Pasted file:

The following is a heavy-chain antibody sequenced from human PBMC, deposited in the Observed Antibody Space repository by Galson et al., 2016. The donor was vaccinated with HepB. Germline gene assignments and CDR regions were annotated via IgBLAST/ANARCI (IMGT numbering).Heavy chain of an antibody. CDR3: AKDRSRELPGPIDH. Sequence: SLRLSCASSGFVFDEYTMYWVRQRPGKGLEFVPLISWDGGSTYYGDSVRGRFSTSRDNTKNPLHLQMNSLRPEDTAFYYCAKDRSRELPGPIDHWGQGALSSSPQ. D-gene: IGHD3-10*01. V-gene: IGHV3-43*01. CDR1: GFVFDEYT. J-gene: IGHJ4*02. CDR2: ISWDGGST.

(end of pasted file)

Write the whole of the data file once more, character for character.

The following is a heavy-chain antibody sequenced from human PBMC, deposited in the Observed Antibody Space repository by Galson et al., 2016. The donor was vaccinated with HepB. Germline gene assignments and CDR regions were annotated via IgBLAST/ANARCI (IMGT numbering).Heavy chain of an antibody. CDR3: AKDRSRELPGPIDH. Sequence: SLRLSCASSGFVFDEYTMYWVRQRPGKGLEFVPLISWDGGSTYYGDSVRGRFSTSRDNTKNPLHLQMNSLRPEDTAFYYCAKDRSRELPGPIDHWGQGALSSSPQ. D-gene: IGHD3-10*01. V-gene: IGHV3-43*01. CDR1: GFVFDEYT. J-gene: IGHJ4*02. CDR2: ISWDGGST.